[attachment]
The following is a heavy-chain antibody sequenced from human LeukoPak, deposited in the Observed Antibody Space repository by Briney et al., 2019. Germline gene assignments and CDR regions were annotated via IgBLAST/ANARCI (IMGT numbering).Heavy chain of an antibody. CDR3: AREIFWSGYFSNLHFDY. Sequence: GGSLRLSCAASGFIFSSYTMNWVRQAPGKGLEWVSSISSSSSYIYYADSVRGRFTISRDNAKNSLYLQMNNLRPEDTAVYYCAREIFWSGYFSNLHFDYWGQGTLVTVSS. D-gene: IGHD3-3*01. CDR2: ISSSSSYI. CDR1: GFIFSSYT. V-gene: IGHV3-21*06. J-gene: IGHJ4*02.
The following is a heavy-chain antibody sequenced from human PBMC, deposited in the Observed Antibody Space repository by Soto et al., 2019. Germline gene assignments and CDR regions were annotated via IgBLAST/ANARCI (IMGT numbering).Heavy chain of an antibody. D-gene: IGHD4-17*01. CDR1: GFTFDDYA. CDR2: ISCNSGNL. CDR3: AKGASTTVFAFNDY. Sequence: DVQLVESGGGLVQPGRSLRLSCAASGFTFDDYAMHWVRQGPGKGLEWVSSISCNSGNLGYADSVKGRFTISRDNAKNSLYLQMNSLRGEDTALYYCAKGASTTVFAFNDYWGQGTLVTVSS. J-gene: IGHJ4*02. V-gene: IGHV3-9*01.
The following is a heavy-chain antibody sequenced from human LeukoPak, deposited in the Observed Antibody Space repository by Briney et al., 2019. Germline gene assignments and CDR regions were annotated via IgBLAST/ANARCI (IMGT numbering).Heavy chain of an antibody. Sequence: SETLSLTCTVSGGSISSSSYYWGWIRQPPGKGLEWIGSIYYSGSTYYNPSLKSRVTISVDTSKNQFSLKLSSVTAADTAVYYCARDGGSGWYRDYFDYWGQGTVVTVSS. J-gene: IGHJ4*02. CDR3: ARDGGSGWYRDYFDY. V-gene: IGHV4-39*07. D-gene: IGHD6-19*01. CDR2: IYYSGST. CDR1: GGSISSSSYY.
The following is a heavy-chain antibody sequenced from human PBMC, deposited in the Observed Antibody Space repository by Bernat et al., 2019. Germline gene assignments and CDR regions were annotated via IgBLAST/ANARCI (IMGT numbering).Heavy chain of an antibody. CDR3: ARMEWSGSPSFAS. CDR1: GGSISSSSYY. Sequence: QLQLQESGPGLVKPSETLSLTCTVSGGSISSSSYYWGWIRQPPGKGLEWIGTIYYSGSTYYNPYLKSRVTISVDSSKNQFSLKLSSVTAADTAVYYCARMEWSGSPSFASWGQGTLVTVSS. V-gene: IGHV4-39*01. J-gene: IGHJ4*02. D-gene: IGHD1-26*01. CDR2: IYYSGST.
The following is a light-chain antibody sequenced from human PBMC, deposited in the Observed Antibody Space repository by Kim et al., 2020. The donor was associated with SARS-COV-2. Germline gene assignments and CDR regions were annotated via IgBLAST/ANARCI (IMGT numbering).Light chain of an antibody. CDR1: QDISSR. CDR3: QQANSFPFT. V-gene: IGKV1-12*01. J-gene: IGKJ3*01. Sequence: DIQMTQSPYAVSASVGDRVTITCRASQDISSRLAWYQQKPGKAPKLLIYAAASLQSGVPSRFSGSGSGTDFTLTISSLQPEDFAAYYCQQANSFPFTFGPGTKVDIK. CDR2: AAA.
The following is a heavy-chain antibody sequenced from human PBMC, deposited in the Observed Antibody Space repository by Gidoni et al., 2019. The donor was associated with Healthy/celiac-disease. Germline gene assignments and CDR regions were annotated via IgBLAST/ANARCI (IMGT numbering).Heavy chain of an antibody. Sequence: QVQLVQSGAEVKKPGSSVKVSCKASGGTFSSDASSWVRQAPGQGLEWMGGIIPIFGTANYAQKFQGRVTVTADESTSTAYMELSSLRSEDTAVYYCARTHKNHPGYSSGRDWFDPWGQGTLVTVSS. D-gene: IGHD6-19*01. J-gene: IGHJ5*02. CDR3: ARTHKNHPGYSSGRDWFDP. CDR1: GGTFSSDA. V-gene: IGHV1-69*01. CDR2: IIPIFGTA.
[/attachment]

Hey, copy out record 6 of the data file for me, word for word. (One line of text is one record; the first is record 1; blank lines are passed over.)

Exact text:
The following is a heavy-chain antibody sequenced from human PBMC, deposited in the Observed Antibody Space repository by Gidoni et al., 2019. The donor was associated with Healthy/celiac-disease. Germline gene assignments and CDR regions were annotated via IgBLAST/ANARCI (IMGT numbering).Heavy chain of an antibody. Sequence: QVQLVQSGAEVKKPGSSVKVSCKASGGTFSSDASSWVRQAPGQGLEWMGGIIPIFGTANYAQKFQGRVTVTADESTSTAYMELSSLRSEDTAVYYCARTHKNHPGYSSGRDWFDPWGQGTLVTVSS. D-gene: IGHD6-19*01. J-gene: IGHJ5*02. CDR3: ARTHKNHPGYSSGRDWFDP. CDR1: GGTFSSDA. V-gene: IGHV1-69*01. CDR2: IIPIFGTA.